nehanatu86posted 11 years agoin reply to this

      Thanks SidKemp for sharing your thoughts!

  6. lburmaster profile image70
    lburmasterposted 11 years ago

    To some people, I do believe that is true. I've known a woman to jump out of a moving vehicle to catch her cell phone. She ended up in the emergency room for a broken arm and a bunch of bruises.

    1. nehanatu86 profile image86
      nehanatu86posted 11 years agoin reply to this

      Thanks Iburmaster.
      Unfortunately thats the sad reality today.

    2. SidKemp profile image85
      SidKempposted 11 years agoin reply to this

      A sad story - but i hope she would have jumped out of her car to catch a falling baby, as well. Maybe people are still as important as cell phones - or almost. smile

  7. profile image0
    CJ Sledgehammerposted 11 years ago

    I think to a great degree gadgets have become more important than interpersonal communications and it is a crying shame.

    1. nehanatu86 profile image86
      nehanatu86posted 11 years agoin reply to this

      Thanks for your response CJ.
      Sad but true!


This website uses cookies

As a user in the EEA, your approval is needed on a few things. To provide a better website experience, hubpages.com uses cookies (and other similar technologies) and may collect, process, and share personal data. Please choose which areas of our service you consent to our doing so.

For more information on managing or withdrawing consents and how we handle data, visit our Privacy Policy at: https://corp.maven.io/privacy-policy

Show Details
HubPages Device IDThis is used to identify particular browsers or devices when the access the service, and is used for security reasons.
LoginThis is necessary to sign in to the HubPages Service.
Google RecaptchaThis is used to prevent bots and spam. (Privacy Policy)
AkismetThis is used to detect comment spam. (Privacy Policy)
HubPages Google AnalyticsThis is used to provide data on traffic to our website, all personally identifyable data is anonymized. (Privacy Policy)
HubPages Traffic PixelThis is used to collect data on traffic to articles and other pages on our site. Unless you are signed in to a HubPages account, all personally identifiable information is anonymized.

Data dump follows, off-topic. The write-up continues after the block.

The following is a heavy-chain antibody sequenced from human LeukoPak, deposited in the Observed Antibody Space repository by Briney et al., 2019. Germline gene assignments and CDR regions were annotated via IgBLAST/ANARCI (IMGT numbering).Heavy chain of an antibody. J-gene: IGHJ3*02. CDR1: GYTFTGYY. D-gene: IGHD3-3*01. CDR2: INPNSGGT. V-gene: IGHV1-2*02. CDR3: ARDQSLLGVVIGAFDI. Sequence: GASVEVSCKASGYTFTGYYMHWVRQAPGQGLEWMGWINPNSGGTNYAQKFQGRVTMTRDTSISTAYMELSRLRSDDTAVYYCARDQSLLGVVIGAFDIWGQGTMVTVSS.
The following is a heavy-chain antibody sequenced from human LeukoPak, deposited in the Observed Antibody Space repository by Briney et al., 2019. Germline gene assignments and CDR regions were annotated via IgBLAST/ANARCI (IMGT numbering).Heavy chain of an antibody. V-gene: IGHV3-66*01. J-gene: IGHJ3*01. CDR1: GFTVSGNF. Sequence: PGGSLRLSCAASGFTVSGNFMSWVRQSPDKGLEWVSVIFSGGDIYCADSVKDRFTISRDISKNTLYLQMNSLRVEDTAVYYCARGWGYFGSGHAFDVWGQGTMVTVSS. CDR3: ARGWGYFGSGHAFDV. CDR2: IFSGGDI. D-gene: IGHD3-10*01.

Amazon Web ServicesThis is a cloud services platform that we used to host our service. (Privacy Policy)
CloudflareThis is a cloud CDN service that we use to efficiently deliver files required for our service to operate such as javascript, cascading style sheets, images, and videos. (Privacy Policy)
Google Hosted LibrariesJavascript software libraries such as jQuery are loaded at endpoints on the googleapis.com or gstatic.com domains, for performance and efficiency reasons. (Privacy Policy)
Google Custom SearchThis is feature allows you to search the site. (Privacy Policy)
Google MapsSome articles have Google Maps embedded in them. (Privacy Policy)
Google ChartsThis is used to display charts and graphs on articles and the author center. (Privacy Policy)
Google AdSense Host APIThis service allows you to sign up for or associate a Google AdSense account with HubPages, so that you can earn money from ads on your articles. No data is shared unless you engage with this feature. (Privacy Policy)
Google YouTubeSome articles have YouTube videos embedded in them. (Privacy Policy)
VimeoSome articles have Vimeo videos embedded in them. (Privacy Policy)
PaypalThis is used for a registered author who enrolls in the HubPages Earnings program and requests to be paid via PayPal. No data is shared with Paypal unless you engage with this feature. (Privacy Policy)
Facebook LoginYou can use this to streamline signing up for, or signing in to your Hubpages account. No data is shared with Facebook unless you engage with this feature. (Privacy Policy)
MavenThis supports the Maven widget and search functionality. (Privacy Policy)
Google AdSenseThis is an ad network. (Privacy Policy)
Google DoubleClickGoogle provides ad serving technology and runs an ad network. (Privacy Policy)
Index ExchangeThis is an ad network. (Privacy Policy)
SovrnThis is an ad network. (Privacy Policy)
Facebook AdsThis is an ad network. (Privacy Policy)
Amazon Unified Ad MarketplaceThis is an ad network. (Privacy Policy)
AppNexusThis is an ad network. (Privacy Policy)
OpenxThis is an ad network. (Privacy Policy)
Rubicon ProjectThis is an ad network. (Privacy Policy)
TripleLiftThis is an ad network. (Privacy Policy)
Say MediaWe partner with Say Media to deliver ad campaigns on our sites. (Privacy Policy)
Remarketing PixelsWe may use remarketing pixels from advertising networks such as Google AdWords, Bing Ads, and Facebook in order to advertise the HubPages Service to people that have visited our sites.
Conversion Tracking PixelsWe may use conversion tracking pixels from advertising networks such as Google AdWords, Bing Ads, and Facebook in order to identify when an advertisement has successfully resulted in the desired action, such as signing up for the HubPages Service or publishing an article on the HubPages Service.
Author Google AnalyticsThis is used to provide traffic data and reports to the authors of articles on the HubPages Service. (Privacy Policy)
ComscoreComScore is a media measurement and analytics company providing marketing data and analytics to enterprises, media and advertising agencies, and publishers. Non-consent will result in ComScore only processing obfuscated personal data. (Privacy Policy)
Amazon Tracking PixelSome articles display amazon products as part of the Amazon Affiliate program, this pixel provides traffic statistics for those products (Privacy Policy)
ClickscoThis is a data management platform studying reader behavior (Privacy Policy)